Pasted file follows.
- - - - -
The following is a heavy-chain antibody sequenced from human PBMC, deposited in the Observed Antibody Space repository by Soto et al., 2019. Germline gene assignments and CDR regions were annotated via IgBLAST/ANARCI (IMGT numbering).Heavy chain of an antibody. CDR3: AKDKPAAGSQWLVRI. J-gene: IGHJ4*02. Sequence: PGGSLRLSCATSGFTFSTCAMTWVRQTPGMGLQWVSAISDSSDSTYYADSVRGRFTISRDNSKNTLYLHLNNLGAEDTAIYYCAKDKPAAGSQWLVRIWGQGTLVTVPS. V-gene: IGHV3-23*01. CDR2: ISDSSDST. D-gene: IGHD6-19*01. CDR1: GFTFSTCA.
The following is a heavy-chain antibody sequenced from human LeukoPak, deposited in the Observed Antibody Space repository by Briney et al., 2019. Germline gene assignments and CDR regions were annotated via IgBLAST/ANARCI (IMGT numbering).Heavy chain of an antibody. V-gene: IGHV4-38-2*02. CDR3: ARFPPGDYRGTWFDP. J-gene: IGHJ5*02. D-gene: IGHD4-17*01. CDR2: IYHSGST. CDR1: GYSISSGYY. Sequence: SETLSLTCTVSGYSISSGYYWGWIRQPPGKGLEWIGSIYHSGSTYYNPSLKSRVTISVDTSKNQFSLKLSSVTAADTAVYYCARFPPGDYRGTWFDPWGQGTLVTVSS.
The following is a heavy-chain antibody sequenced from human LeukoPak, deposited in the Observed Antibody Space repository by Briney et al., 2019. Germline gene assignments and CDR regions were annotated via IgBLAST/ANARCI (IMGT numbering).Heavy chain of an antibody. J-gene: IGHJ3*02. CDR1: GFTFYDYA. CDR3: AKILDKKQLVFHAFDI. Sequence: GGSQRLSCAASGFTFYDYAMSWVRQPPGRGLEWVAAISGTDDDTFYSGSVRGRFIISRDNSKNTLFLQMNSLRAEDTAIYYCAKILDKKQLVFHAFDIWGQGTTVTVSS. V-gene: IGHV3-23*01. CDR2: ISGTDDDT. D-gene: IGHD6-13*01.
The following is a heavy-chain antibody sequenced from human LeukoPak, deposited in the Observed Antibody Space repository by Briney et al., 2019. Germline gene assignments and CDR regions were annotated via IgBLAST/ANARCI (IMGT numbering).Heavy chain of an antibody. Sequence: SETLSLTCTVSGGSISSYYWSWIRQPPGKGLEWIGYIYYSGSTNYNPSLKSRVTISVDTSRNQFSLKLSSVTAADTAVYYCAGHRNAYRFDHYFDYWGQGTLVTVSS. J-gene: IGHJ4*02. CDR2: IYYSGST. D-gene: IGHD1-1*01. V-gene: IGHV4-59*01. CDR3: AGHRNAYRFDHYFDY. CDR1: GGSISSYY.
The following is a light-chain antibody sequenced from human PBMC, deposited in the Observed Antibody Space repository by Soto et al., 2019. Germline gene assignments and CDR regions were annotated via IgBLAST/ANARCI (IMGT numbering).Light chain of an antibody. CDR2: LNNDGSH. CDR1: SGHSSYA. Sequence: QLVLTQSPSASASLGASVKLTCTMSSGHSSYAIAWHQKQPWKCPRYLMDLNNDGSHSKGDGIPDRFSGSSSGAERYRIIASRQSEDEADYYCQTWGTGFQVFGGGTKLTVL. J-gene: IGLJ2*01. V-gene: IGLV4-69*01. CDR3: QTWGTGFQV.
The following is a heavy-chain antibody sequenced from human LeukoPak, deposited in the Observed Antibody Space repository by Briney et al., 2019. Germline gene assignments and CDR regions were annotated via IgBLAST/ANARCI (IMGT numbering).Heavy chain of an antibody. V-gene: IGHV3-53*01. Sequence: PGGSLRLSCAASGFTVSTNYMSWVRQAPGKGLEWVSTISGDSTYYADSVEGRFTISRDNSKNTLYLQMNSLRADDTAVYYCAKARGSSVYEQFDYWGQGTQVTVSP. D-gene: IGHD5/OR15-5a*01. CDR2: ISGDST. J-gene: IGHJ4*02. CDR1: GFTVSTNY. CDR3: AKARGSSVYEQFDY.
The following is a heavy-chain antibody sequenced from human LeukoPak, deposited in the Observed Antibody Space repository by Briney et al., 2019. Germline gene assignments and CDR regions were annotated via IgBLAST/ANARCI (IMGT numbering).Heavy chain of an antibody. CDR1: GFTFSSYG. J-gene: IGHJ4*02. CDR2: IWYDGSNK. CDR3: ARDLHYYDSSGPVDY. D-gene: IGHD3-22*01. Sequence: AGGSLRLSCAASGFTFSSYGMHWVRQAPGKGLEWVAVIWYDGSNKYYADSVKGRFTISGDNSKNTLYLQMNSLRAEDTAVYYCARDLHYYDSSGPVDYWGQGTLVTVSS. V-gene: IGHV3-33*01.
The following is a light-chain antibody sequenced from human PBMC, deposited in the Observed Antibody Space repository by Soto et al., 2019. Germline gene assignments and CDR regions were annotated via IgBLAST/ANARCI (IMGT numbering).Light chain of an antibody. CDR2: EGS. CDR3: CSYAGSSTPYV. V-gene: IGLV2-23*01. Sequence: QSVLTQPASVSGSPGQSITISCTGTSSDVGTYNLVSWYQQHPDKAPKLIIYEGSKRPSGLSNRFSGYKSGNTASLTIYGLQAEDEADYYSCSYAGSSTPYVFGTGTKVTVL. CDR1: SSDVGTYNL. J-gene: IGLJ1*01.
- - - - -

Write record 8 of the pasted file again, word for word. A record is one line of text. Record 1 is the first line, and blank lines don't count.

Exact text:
The following is a light-chain antibody sequenced from human PBMC, deposited in the Observed Antibody Space repository by Soto et al., 2019. Germline gene assignments and CDR regions were annotated via IgBLAST/ANARCI (IMGT numbering).Light chain of an antibody. CDR2: EGS. CDR3: CSYAGSSTPYV. V-gene: IGLV2-23*01. Sequence: QSVLTQPASVSGSPGQSITISCTGTSSDVGTYNLVSWYQQHPDKAPKLIIYEGSKRPSGLSNRFSGYKSGNTASLTIYGLQAEDEADYYSCSYAGSSTPYVFGTGTKVTVL. CDR1: SSDVGTYNL. J-gene: IGLJ1*01.